Tudor house keeps professors memory
By Bayard Stern
FSU Communications Group
It won't belong to Florida State, but it will celebrate one of the university's most admired - and sometimes controversial - professors.
Named Lichgate, the late Laura Jepsen's house is a Tudor cottage on three acres of woods on High Road in Tallahassee. It is surrounded by apartment complexes, traffic and general development, but it's a sanctuary from all that, and likely to stay one.
The Laura Jepsen Institute, organized in 1995 to save the property, has just bought it.
The admiration came to Jepsen, the institute has noted, because she was "a lasting and formative influence on decades of Florida State students." A professor of comparative literature from 1946 to 1978, she was also a scholar, naturalist and visionary.
The controversy came with a lawsuit. Because she believed she was underpaid as a professor, and her male counterparts were promoted ahead of her, she sued the university in the '70s. She won.
But her home suggests peace, not lawsuits. The property includes one of Florida's oldest patriarch live-oak trees, flower gardens, the almost-fairy-tale cottage and, of course, a lichgate, for which the house was named.
In medieval England, a lichgate was a place where coffin bearers might rest the coffin before entering the church. The priest and clerk sometimes came to the lichgate to begin the burial service.
Construction began in March 1956 and took two years to complete. Starting from a floor plan Jepsen had drawn, a North Carolina master-craftsman named Bascom Hoyle built the house.
Forty years later, on a clear September morning, the official celebration took place to announce the future of Lichgate on the front steps. Jepsen had left the house and property to the Nature Conservancy, which sold it to the Laura Jepsen Institute.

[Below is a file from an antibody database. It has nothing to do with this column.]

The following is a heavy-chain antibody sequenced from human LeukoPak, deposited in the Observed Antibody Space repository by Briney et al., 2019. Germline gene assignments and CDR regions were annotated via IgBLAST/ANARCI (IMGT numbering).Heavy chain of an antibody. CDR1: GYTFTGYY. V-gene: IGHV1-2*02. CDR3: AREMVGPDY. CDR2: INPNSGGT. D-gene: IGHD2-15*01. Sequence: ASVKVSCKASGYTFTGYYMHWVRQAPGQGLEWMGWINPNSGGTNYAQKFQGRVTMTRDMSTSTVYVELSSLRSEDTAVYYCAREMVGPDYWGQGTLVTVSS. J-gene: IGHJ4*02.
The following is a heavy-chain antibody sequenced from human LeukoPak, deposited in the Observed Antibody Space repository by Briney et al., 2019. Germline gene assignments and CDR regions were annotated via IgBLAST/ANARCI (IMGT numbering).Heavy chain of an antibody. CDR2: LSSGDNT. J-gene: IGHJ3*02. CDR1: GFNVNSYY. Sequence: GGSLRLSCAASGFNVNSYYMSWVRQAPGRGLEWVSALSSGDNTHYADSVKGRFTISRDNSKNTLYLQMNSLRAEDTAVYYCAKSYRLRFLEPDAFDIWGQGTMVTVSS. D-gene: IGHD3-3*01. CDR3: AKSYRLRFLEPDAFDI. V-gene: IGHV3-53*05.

The purchase agreement ensures that the property's historical features will be maintained, and the agreement guards against future development. The purpose of the Jepsen Institute, now that it has acquired Lichgate, is to "celebrate, memorialize and perpetuate the life's work, personal commitments, professional achievements" of Laura Jepsen.
Community interest in preserving Lichgate grew after the house was vandalized shortly before Jepsen died on Christmas Eve, 1995. A group of her former students, colleagues, acquaintances and others inspired by her life's work established the Laura Jepsen Institute.
The property will be open to the public and small groups.
"Individual contemplation, mental and physical rejuvenation," said Karl Allen, president of the Laura Jepsen Institute, "will be available to all who come visit Lichgate."
Before the house is open to the public, much work is yet to be done.
"We need to repair windows and plumbing," Allen said. "We would like to eventually add a butterfly garden, herb garden and a bird watching area."
And Tallahassee's Clifton Lewis, who found the furniture that once filled the house, plans to bring it back when the house is restored.
Anyone interested in Lichgate can write to the Laura Jepsen Institute, P.O. Box 11305, Tallahassee, Fla. 32302 or call 850/383-6556.
Send a letter to the Editor: firstname.lastname@example.org
Copyright © 1997 Florida State Times